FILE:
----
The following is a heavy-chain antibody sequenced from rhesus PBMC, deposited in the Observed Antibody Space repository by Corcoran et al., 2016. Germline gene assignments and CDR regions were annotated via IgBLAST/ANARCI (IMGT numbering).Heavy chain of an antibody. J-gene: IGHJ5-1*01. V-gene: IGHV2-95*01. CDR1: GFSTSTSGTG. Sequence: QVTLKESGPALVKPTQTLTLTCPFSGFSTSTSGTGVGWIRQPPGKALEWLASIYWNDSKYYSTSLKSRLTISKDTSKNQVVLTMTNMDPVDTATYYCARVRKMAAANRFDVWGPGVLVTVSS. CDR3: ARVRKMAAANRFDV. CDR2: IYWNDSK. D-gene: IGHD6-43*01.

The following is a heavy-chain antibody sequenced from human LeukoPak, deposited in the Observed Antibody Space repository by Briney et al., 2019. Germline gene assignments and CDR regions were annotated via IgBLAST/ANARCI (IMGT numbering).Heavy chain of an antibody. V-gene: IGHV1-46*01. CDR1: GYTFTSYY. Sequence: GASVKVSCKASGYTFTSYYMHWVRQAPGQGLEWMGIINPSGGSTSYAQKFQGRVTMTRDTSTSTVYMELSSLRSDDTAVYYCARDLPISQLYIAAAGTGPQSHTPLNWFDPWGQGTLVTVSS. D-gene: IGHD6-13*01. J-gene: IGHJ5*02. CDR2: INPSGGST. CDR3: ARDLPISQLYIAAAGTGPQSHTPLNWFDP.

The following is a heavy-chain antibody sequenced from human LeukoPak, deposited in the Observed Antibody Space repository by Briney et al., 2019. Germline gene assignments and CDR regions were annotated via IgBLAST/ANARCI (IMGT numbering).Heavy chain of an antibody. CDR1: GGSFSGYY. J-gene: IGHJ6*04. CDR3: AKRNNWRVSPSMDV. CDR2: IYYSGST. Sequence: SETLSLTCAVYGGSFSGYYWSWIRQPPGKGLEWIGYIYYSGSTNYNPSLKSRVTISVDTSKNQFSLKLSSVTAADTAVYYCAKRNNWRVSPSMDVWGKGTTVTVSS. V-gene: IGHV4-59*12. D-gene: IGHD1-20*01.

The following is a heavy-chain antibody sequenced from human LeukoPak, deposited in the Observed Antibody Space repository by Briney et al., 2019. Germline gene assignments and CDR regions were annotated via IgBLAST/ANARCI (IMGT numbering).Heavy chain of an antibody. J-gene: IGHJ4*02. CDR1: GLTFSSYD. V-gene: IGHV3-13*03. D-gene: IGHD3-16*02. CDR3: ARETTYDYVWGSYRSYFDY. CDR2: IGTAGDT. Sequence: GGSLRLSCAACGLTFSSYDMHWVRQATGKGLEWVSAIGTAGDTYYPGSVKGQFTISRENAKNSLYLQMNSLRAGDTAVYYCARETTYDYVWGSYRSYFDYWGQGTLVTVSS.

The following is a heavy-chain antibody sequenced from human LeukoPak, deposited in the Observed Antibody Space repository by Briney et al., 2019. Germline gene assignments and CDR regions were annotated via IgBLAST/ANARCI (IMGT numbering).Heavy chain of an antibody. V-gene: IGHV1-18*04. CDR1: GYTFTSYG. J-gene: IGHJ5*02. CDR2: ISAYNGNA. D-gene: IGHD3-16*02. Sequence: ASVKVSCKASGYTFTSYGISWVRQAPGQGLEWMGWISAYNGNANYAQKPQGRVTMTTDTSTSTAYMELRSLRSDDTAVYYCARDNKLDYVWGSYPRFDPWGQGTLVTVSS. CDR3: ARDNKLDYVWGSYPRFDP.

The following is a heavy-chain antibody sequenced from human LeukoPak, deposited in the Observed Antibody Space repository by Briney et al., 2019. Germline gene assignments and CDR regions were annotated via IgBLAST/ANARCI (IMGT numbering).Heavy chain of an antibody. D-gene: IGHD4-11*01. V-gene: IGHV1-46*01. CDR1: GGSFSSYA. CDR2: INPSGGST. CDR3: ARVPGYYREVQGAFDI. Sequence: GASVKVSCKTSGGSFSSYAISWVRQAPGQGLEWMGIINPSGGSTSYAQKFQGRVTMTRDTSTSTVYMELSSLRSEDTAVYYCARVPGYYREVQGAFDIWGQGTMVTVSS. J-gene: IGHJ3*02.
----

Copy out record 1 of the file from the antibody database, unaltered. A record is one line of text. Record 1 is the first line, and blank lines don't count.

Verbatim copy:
The following is a heavy-chain antibody sequenced from rhesus PBMC, deposited in the Observed Antibody Space repository by Corcoran et al., 2016. Germline gene assignments and CDR regions were annotated via IgBLAST/ANARCI (IMGT numbering).Heavy chain of an antibody. J-gene: IGHJ5-1*01. V-gene: IGHV2-95*01. CDR1: GFSTSTSGTG. Sequence: QVTLKESGPALVKPTQTLTLTCPFSGFSTSTSGTGVGWIRQPPGKALEWLASIYWNDSKYYSTSLKSRLTISKDTSKNQVVLTMTNMDPVDTATYYCARVRKMAAANRFDVWGPGVLVTVSS. CDR3: ARVRKMAAANRFDV. CDR2: IYWNDSK. D-gene: IGHD6-43*01.